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The Long‐term Effects of Early Track Choice

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  • Christian Dustmann
  • Patrick A. Puhani
  • Uta Schönberg

Abstract

Despite its efficiency in tailoring education to the needs of students, a tracking system has the inherent problem of misallocating students to tracks because of incomplete information at the time of the tracking decision. This paper investigates the effects of attending a more advanced track in middle school on long-term education and labor market outcomes for Germany, a country with a very rigorous tracking system where the risk of misallocating students to tracks is, due to the early age at which tracking takes place, particularly high. Our research design exploits quasi-random shifts between tracks induced by date of birth, and identifies the long-term effects of early track attendance for a group of marginal students most at risk of misallocation. Remarkably, we find no evidence that for these students, attending a more advanced track leads to more favorable long-term outcomes. We attribute this result to the up- and downgrading of students between tracks after middle school when more information about their potential is available. Overall, our findings underscore that flexibilities built into a tracking system, which allow students to revise initial track choices at a later stage, effectively remedy even a prolonged exposure to a less advanced school environment.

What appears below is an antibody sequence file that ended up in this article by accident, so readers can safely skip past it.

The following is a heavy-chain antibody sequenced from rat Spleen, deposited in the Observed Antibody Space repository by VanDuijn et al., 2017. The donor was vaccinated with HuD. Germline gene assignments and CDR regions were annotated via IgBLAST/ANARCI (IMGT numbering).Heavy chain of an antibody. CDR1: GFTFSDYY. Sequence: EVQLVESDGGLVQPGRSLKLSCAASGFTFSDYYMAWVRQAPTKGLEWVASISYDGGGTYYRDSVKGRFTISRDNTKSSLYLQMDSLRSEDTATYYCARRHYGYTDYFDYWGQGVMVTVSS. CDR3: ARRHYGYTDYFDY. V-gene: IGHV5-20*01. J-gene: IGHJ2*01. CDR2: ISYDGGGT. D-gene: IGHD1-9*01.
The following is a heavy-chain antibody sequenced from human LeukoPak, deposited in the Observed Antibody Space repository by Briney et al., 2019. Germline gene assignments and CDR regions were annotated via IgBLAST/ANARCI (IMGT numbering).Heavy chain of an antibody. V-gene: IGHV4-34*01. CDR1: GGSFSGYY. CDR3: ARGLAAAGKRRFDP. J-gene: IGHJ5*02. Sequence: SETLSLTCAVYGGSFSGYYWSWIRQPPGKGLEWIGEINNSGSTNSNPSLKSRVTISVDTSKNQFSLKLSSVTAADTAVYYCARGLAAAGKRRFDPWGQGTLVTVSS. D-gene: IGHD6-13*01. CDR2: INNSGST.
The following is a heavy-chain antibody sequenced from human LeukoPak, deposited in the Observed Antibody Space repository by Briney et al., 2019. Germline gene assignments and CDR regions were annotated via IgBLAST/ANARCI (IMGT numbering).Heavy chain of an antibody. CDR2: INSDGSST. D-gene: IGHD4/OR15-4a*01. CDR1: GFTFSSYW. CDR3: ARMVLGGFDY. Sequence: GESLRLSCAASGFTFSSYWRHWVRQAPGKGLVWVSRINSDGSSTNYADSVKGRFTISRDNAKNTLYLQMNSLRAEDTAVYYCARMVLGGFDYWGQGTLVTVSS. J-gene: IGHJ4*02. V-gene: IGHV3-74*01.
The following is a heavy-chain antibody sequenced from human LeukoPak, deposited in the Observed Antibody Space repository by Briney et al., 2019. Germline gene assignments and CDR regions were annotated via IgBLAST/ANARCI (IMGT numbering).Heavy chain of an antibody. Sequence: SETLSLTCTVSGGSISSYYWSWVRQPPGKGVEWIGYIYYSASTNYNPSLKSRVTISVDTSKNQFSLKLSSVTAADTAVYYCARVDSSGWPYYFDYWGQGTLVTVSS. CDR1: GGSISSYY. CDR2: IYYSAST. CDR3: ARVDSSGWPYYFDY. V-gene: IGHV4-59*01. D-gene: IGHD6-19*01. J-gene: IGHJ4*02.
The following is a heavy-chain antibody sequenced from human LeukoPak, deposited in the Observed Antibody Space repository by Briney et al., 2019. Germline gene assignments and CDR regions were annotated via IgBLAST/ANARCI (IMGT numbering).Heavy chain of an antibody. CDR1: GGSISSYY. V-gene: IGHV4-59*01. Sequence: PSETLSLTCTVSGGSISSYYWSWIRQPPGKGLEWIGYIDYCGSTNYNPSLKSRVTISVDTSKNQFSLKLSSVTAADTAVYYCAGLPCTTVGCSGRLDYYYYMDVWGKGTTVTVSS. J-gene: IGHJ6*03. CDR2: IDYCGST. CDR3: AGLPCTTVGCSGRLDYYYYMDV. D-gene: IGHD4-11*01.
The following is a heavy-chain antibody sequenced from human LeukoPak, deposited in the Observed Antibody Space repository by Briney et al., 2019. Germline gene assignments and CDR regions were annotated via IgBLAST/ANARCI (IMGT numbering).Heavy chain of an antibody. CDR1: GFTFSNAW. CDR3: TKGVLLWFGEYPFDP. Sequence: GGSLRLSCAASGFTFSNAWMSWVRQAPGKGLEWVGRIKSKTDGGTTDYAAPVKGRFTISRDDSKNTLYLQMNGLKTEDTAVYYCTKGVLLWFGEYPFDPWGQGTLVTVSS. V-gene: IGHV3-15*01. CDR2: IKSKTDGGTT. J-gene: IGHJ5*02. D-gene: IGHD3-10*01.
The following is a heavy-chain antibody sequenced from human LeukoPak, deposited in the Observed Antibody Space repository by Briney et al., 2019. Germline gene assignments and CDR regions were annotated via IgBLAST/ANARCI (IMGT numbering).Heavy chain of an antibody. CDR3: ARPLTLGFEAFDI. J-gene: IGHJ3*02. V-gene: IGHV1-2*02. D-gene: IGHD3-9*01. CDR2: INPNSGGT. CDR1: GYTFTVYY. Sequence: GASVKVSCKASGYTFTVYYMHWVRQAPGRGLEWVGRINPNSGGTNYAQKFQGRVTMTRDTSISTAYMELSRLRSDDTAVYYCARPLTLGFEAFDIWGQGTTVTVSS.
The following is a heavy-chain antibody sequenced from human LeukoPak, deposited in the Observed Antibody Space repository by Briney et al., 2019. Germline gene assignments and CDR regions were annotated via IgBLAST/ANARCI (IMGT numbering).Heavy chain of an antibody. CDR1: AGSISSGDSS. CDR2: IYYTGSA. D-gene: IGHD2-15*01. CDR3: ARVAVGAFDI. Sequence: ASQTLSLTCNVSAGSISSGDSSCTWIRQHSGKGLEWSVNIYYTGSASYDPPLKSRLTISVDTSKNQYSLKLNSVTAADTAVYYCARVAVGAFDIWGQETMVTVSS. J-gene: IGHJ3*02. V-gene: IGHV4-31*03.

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Suggested Citation

  • Christian Dustmann & Patrick A. Puhani & Uta Schönberg, 2017. "The Long‐term Effects of Early Track Choice," Economic Journal, Royal Economic Society, vol. 127(603), pages 1348-1380, August.
  • Handle: RePEc:wly:econjl:v:127:y:2017:i:603:p:1348-1380
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    File URL: http://hdl.handle.net/10.1111/ecoj.2017.127.issue-603
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    More about this item

    JEL classification:

    • I21 - Health, Education, and Welfare - - Education - - - Analysis of Education
    • J10 - Labor and Demographic Economics - - Demographic Economics - - - General

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